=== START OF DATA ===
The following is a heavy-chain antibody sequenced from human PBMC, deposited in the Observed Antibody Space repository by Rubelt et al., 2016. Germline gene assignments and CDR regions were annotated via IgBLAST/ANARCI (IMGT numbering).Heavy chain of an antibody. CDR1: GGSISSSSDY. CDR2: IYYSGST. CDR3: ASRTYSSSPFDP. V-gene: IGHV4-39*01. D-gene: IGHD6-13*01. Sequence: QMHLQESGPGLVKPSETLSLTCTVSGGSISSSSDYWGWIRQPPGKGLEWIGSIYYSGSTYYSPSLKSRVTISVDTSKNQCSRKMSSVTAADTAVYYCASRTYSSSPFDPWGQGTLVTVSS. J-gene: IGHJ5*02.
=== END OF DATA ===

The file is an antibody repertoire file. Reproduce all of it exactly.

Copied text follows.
The following is a heavy-chain antibody sequenced from human PBMC, deposited in the Observed Antibody Space repository by Rubelt et al., 2016. Germline gene assignments and CDR regions were annotated via IgBLAST/ANARCI (IMGT numbering).Heavy chain of an antibody. CDR1: GGSISSSSDY. CDR2: IYYSGST. CDR3: ASRTYSSSPFDP. V-gene: IGHV4-39*01. D-gene: IGHD6-13*01. Sequence: QMHLQESGPGLVKPSETLSLTCTVSGGSISSSSDYWGWIRQPPGKGLEWIGSIYYSGSTYYSPSLKSRVTISVDTSKNQCSRKMSSVTAADTAVYYCASRTYSSSPFDPWGQGTLVTVSS. J-gene: IGHJ5*02.